Yesterday, the Reds organization released right-handed pitcher Josh Hancock after his team physical revealed that he had reported for duty at 207 pounds, 17 pounds over the target weight the team had set for him at the end of last season.
Jerry Narron made a point to say that the weight rule isn't applied across the board for all players, but is rather a sliding scale that works in proportion to last year's performance. Hancock spent 133 games on the disabled list last season with a groin injury and a sore elbow. When he was briefly healthy in September, Hancock made 11 relief appearances, going 1-0 with a 1.93 ERA
Hancock should have known better. Narron says that he met with all of the players last season and told them that they'd better stay in shape. At least three of the players took this message to heart, with Austin Kearns, Todd Coffey, and Paul Wilson all appearing this year noticeably lighter than they were last year. Who knew Paul Wilson even had any weight to lose?
Part of the motivation for this move is about the weight itself. Carrying around those extra pounds adds a lot of stress and makes you more likely to be injured. Even a few pounds can make a difference. It is in the team's best interest to encourage its players to keep that weight off to save them the money, time, and talent lost to injuries.
There have been plenty of successful baseball players who have been chunky. But it wasn't the chub that made them successful, and they might well have been even better if they'd slimmed down. In any event, Hancock couldn't be qualified as successful at this point in his career, so the tale of Babe Ruth doesn't apply to him.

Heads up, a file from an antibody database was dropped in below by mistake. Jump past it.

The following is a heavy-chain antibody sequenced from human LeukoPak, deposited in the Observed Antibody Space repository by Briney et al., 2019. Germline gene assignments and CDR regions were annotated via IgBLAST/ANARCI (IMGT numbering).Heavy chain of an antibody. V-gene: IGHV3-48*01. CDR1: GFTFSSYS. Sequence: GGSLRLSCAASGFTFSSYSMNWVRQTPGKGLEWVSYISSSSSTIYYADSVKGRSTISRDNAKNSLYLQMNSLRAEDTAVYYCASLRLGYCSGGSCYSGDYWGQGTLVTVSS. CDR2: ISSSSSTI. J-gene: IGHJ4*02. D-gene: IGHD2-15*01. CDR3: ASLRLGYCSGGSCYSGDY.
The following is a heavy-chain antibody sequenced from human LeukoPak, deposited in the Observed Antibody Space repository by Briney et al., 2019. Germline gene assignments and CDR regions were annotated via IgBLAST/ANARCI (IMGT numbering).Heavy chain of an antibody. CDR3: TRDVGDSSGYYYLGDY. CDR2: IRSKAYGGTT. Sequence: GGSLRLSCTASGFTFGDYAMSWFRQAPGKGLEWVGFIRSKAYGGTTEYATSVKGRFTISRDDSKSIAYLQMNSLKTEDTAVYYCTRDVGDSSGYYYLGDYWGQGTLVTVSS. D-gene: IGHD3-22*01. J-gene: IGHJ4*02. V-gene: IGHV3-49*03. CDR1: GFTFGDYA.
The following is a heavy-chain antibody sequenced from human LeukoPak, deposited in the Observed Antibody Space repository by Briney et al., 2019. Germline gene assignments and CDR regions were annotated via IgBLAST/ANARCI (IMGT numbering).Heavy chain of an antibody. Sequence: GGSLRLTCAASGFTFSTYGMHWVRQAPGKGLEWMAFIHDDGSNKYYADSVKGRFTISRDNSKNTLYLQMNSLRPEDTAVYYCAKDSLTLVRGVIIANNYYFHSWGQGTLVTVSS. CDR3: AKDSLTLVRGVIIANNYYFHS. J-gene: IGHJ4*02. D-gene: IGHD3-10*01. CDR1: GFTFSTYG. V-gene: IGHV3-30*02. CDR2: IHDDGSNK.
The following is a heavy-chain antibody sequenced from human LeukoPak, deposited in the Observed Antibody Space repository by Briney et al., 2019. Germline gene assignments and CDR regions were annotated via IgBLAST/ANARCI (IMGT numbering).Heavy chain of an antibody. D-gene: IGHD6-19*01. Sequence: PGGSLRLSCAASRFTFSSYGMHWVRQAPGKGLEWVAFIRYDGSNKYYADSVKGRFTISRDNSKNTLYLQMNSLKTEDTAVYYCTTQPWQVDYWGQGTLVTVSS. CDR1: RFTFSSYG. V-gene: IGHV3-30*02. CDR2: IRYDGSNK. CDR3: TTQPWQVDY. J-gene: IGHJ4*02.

More than the weight, though, I think it's about the dedication. We're Americans: we know it's hard to lose weight. But it's not impossible, especially when the thing you're keeping in shape for is important to you. If a guy isn't willing to do whatever's got to be done—run 10 miles a day, eat only grapefruits, hire Richard Simmons for one-on-one consultation—then the team is justified in giving his chance to someone who is.
Hancock may well sign on with some other team and do great, maybe even without dropping a pound. But with an excess of mediocre relievers in the mix and the fact that the Reds don't even have to pay out his non-guaranteed minor league contract, Hancock was worth more to the team as an example right now than as a possible decent pitcher at some indeterminate time in the future. Not only does this move send a message that players need to demonstrate their dedication in an abstract way, but also that they need to listen to what their coaching staff is telling them specifically. Hancock was given a target weight number, he failed to meet it, and there were consequences. (It also gives Narron a chance to demonstrate that he's a no-nonsense, action-oriented kind of guy in this brief period before Lou Piniella tries to take his job.)
The only problem with Hancock as an example that I see is that his firing comes too late for other players to learn from it. If some position player has packed on the pounds in the off-season, it's probably too close to his own physical for him to take it off now. Still, he can get started, document his progress, and enjoy a lovely sense of dread when he rolls into camp.
So, all-in-all, good move. I approve.
Facts via ESPN. Self-righteous scolding all mine.